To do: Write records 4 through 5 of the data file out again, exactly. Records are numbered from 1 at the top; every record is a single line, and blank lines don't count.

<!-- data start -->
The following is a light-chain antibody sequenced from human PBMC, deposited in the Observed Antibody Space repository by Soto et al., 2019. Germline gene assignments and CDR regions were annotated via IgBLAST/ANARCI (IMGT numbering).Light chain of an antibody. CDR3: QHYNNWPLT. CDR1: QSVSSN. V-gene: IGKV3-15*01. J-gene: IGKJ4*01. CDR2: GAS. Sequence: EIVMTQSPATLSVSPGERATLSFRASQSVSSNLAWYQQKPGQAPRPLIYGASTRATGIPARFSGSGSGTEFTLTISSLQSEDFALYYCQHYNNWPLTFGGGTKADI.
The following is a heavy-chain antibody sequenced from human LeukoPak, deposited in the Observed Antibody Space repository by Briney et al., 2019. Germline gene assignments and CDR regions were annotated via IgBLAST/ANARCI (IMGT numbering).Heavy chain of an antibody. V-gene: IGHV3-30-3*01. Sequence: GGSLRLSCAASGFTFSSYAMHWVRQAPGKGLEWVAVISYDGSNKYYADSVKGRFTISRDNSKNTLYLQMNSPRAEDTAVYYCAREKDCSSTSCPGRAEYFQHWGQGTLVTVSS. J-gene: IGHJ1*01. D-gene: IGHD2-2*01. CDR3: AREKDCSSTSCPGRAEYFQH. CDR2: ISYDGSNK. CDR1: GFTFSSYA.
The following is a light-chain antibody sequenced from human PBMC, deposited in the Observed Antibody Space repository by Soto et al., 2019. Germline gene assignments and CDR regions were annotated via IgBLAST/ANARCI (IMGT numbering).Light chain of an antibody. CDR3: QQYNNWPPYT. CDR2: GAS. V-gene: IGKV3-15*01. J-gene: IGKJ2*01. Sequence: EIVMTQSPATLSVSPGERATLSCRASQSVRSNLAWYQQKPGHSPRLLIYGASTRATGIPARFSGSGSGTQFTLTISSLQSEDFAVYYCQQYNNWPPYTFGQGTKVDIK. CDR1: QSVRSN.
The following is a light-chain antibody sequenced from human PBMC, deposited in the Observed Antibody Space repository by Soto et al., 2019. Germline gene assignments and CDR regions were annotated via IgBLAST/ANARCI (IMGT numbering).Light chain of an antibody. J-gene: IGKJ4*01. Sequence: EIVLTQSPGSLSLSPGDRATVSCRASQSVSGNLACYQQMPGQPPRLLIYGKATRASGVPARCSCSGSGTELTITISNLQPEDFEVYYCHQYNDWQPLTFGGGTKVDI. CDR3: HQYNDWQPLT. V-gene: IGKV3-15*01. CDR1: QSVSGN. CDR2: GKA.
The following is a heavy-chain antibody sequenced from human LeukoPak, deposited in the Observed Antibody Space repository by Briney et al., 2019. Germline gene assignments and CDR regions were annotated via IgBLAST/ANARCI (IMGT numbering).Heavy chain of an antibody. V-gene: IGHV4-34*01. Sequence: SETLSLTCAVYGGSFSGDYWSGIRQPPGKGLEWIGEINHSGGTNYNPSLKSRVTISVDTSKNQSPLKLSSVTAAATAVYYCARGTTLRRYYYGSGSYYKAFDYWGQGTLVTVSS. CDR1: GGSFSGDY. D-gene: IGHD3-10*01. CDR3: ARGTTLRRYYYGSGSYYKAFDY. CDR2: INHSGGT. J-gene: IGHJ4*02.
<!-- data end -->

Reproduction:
The following is a light-chain antibody sequenced from human PBMC, deposited in the Observed Antibody Space repository by Soto et al., 2019. Germline gene assignments and CDR regions were annotated via IgBLAST/ANARCI (IMGT numbering).Light chain of an antibody. J-gene: IGKJ4*01. Sequence: EIVLTQSPGSLSLSPGDRATVSCRASQSVSGNLACYQQMPGQPPRLLIYGKATRASGVPARCSCSGSGTELTITISNLQPEDFEVYYCHQYNDWQPLTFGGGTKVDI. CDR3: HQYNDWQPLT. V-gene: IGKV3-15*01. CDR1: QSVSGN. CDR2: GKA.
The following is a heavy-chain antibody sequenced from human LeukoPak, deposited in the Observed Antibody Space repository by Briney et al., 2019. Germline gene assignments and CDR regions were annotated via IgBLAST/ANARCI (IMGT numbering).Heavy chain of an antibody. V-gene: IGHV4-34*01. Sequence: SETLSLTCAVYGGSFSGDYWSGIRQPPGKGLEWIGEINHSGGTNYNPSLKSRVTISVDTSKNQSPLKLSSVTAAATAVYYCARGTTLRRYYYGSGSYYKAFDYWGQGTLVTVSS. CDR1: GGSFSGDY. D-gene: IGHD3-10*01. CDR3: ARGTTLRRYYYGSGSYYKAFDY. CDR2: INHSGGT. J-gene: IGHJ4*02.